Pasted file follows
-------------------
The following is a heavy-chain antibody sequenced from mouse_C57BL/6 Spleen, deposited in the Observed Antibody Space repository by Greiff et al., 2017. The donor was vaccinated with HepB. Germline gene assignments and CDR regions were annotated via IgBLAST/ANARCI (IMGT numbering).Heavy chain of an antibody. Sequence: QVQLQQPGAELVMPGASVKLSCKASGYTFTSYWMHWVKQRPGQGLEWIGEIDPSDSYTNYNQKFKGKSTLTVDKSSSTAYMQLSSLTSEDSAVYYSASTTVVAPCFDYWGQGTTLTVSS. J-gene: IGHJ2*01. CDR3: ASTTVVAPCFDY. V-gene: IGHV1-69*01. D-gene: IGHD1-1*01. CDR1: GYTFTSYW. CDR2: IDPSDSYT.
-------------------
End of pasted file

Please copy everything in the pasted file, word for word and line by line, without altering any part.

The following is a heavy-chain antibody sequenced from mouse_C57BL/6 Spleen, deposited in the Observed Antibody Space repository by Greiff et al., 2017. The donor was vaccinated with HepB. Germline gene assignments and CDR regions were annotated via IgBLAST/ANARCI (IMGT numbering).Heavy chain of an antibody. Sequence: QVQLQQPGAELVMPGASVKLSCKASGYTFTSYWMHWVKQRPGQGLEWIGEIDPSDSYTNYNQKFKGKSTLTVDKSSSTAYMQLSSLTSEDSAVYYSASTTVVAPCFDYWGQGTTLTVSS. J-gene: IGHJ2*01. CDR3: ASTTVVAPCFDY. V-gene: IGHV1-69*01. D-gene: IGHD1-1*01. CDR1: GYTFTSYW. CDR2: IDPSDSYT.